Jesus took with him Peter and John and James, and went up on the mountain to pray. And while he was praying, the appearance of his face changed, and his clothes became dazzling white. Suddenly they saw two men, Moses and Elijah, talking to him. They appeared in glory and were speaking of his departure, which he was about to accomplish at Jerusalem. Now Peter and his companions were weighed down with sleep; but since they had stayed awake, they saw his glory and the two men who stood with him. Just as they were leaving him, Peter said to Jesus, “Master, it is good for us to be here; let us make three dwellings, one for you, one for Moses, and one for Elijah ”—not knowing what he said. While he was saying this, a cloud came and overshadowed them; and they were terrified as they entered the cloud. Then from the cloud came a voice that said, “This is my Son, my Chosen; listen to him!” When the voice had spoken, Jesus was found alone. And they kept silent and in those days told no one any of the things they had seen (Luke 9:28-36).
We don’t know where Jesus’ Transfiguration occurred — some suggest Mount Tabor — but my experience on the top of the Horns of Hattin is that it is a “thin” place where you seem to get a glimpse of the Holy. Others have suggested that that Jesus delivered the Sermon on the Mount there.
I left Arbel at 7.40am and, on my way up to Mount Arbel, I spoke with an Israeli farmer.
He showed me how to get to the ruins of an ancient synagogue which stands amid the remnants of an ancient Jewish village. Ben Konwitz is convinced that if Jesus was coming from Nazareth to Capernaum he would have attended that synagogue.
I walked up the Arbel Cliffs through the National Park.
After about ten minutes at the top I began to carefully descend the steep trail down Mount Arbel, passing ancient cliff dwellings and caves.
At Wadi Hamam I stopped for a drink before continuing on to Tabgha via rolling agricultural land.
It was just after 2.00pm that I arrived in Tabgha. It is traditionally accepted as the place of the multiplication of the loaves and fishes (Mark 6:30-46).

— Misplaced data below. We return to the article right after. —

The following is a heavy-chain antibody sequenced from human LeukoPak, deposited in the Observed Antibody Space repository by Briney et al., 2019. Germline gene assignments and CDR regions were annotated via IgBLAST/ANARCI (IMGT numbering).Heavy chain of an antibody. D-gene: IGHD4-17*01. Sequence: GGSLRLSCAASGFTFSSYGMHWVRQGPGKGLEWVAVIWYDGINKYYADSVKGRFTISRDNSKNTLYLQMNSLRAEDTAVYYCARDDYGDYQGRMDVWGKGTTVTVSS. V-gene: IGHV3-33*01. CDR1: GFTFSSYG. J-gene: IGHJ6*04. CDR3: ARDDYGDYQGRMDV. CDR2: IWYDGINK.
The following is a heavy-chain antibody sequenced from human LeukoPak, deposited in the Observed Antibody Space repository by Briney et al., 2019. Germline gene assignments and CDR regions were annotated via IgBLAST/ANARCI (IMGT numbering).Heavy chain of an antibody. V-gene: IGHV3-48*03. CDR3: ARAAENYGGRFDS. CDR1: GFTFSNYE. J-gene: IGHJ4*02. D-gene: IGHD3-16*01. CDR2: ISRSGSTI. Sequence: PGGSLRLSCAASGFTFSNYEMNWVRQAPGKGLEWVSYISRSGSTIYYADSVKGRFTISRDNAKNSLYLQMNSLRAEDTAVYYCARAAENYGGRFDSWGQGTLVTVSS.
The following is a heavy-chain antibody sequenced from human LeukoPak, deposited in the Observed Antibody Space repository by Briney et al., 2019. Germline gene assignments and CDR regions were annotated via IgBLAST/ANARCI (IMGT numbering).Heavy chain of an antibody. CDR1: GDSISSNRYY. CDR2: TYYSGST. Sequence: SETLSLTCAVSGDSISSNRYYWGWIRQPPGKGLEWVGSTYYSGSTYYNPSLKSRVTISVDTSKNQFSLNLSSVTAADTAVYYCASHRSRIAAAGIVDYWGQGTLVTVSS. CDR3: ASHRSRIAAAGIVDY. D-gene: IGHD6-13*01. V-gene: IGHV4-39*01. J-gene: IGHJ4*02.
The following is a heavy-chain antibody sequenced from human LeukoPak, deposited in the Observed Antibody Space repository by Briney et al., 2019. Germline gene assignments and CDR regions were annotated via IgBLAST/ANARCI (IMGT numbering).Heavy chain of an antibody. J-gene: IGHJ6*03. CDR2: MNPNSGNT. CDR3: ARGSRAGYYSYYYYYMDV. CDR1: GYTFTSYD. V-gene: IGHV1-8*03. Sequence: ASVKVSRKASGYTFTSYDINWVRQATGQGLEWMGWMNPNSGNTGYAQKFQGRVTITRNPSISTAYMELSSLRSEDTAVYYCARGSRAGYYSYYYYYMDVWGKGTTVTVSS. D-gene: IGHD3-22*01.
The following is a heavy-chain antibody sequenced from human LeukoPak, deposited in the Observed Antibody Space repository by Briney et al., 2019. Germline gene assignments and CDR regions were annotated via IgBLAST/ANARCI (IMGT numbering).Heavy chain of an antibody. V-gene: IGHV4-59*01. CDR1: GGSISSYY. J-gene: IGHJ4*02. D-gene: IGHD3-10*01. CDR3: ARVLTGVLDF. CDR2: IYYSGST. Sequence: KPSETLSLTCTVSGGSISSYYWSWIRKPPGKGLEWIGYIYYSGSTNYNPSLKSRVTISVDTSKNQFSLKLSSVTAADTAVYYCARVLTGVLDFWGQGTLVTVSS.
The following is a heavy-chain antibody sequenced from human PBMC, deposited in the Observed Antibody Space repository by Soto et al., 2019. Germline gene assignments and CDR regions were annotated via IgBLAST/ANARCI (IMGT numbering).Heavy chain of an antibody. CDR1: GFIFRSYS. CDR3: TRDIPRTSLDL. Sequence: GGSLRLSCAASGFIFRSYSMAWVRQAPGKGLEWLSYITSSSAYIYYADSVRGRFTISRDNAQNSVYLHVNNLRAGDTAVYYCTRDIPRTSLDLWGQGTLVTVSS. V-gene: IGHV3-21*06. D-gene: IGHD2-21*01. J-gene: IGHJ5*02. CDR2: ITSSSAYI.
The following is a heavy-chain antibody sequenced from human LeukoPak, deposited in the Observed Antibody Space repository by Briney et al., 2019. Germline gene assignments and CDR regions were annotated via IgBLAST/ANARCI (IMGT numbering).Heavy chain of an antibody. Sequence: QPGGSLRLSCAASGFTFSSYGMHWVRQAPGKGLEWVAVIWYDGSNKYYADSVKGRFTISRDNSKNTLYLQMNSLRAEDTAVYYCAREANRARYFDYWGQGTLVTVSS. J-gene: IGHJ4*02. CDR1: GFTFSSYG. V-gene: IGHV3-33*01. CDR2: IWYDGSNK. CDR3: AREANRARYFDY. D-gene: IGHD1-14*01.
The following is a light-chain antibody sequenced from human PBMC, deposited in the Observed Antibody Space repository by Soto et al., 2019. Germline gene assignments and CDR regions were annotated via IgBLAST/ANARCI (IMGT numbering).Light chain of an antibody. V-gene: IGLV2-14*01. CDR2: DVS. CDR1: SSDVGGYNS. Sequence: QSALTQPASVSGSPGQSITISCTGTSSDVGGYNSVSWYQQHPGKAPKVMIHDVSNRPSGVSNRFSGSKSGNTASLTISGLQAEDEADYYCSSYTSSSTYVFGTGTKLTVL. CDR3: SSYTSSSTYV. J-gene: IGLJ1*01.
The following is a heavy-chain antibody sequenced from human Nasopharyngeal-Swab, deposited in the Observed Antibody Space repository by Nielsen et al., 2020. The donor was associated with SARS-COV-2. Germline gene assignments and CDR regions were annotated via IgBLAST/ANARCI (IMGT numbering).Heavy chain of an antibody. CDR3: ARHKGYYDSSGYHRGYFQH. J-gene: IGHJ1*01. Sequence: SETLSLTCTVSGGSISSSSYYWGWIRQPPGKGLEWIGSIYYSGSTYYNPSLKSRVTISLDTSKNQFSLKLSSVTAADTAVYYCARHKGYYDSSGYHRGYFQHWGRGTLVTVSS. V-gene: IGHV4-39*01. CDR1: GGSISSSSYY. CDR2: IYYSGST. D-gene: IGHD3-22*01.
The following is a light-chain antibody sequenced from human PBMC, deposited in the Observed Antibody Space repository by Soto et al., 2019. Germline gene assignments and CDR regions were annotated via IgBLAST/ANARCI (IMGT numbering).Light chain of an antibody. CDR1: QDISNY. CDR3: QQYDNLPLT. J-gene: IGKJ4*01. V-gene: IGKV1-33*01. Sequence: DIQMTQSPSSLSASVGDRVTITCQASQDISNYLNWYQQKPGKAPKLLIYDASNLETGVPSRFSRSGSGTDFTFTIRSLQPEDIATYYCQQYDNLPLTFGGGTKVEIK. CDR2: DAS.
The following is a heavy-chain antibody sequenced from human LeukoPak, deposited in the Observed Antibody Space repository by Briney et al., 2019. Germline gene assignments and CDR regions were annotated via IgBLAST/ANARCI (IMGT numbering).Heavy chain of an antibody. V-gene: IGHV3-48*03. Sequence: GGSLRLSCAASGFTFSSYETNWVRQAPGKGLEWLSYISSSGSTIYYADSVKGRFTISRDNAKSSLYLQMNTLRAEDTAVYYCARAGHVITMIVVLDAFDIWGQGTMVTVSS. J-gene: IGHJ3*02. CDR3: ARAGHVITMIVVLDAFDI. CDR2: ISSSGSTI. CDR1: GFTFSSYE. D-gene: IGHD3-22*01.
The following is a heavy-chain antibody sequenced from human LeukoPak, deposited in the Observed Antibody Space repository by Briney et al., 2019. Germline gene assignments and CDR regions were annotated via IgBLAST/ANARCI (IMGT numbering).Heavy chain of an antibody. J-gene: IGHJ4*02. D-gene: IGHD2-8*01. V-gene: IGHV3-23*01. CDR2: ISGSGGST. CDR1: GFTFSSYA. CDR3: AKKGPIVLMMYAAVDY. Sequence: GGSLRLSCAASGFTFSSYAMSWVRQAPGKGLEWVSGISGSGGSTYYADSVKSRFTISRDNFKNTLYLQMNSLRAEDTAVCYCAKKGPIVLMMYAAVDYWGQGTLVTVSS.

The Elevation Profile below shows the descent from Nazareth to Capernaum. Tabgha is below sea level. Tomorrow I will walk to the remaining 3 kilometres from Tabgha to Capernaum.
WOULD I RECOMMEND THE JESUS TRAIL TO OTHERS?
When I first read about this four-day walking pilgrimage, it didn’t seem so difficult. The distances were shorter than on the Camino Frances which I walked in May-June 2011, and also on the Ignatian Camino which I walked with a group in September-October, 2013. One memorable day on the Ignatian Camino, our group walked over 41 km (almost a marathon). However the terrain is much tougher on the Jesus Trail than either the Camino Frances or the Ignatian Camino. The distances are about right given the terrain. And the heat on the Middle East in summer is, frankly, dangerous. I would not recommend that people walk this in summer. But if you want a sense of the places where Jesus walked and the geography that he saw, then this is a wonderful experience. Early spring would be ideal, but remember, this is a difficult trail.
I got up early this morning to walk the last 3 kilometres from Tabgha to Capernaum. It was 5.40 am when I left the Pilgerhaus Tabgha and I arrived in Capernaum at 6.20 am. It was easy walking on the paved footpath, and cool at that time of the day. I imagined Jesus walking early in the morning by the lake and praying, as I was.
Today is the Sabbath, so no buses will be travelling until after sundown. This evening I will take a bus from Tiberias, which is on the other side of the lake, to Jerusalem. Check-out at Pilgerhaus Tabgha is usually at 11.00am, but the manager, Gabriel, has kindly allowed me to stay until 4.00pm when I will take a taxi to Tiberias. It is very hot and I am avoiding venturing out in the heat of the day. When I do go outside, I wonder how I walked for four days in this weather.
SOME REFERENCES TO CAPERNAUM IN THE GOSPELS
Then he went down to Capernaum, a town in Galilee, and on the Sabbath he taught the people.They were astonished at His teaching, because His message had authority.… (Luke 4: 31-32)
Leaving Nazareth, He went and lived in Capernaum, which is by the sea in the region of Zebulun and Naphtali (Matthew 4:13)
Then Jesus and His companions went to Capernaum, and as soon as the Sabbath began, Jesus entered the synagogue and began to teach (Mark 1: 21).
Jesus said to them, “Surely you will quote this proverb to Me: ‘Physician heal yourself! Do here in Your hometown what we have heard that You did in Capernaum’” (Luke 4:23).
The Pilgerhaus is near the Benedictine Monastery in Tabgha. In the restored church there is a startling mosaic of a peacock. Early Christians adopted the symbol of the peacock to represent immortality. This came from an ancient legend that the flesh of the peacock did not decay. It is also associated with the resurrection of Christ because it sheds its old feathers every year and grows newer, brighter ones each year.
One of the last things I did before I left Tabgha was to go for a swim. The water was tepid, but it was nice to have a dip. I feel at home in this place.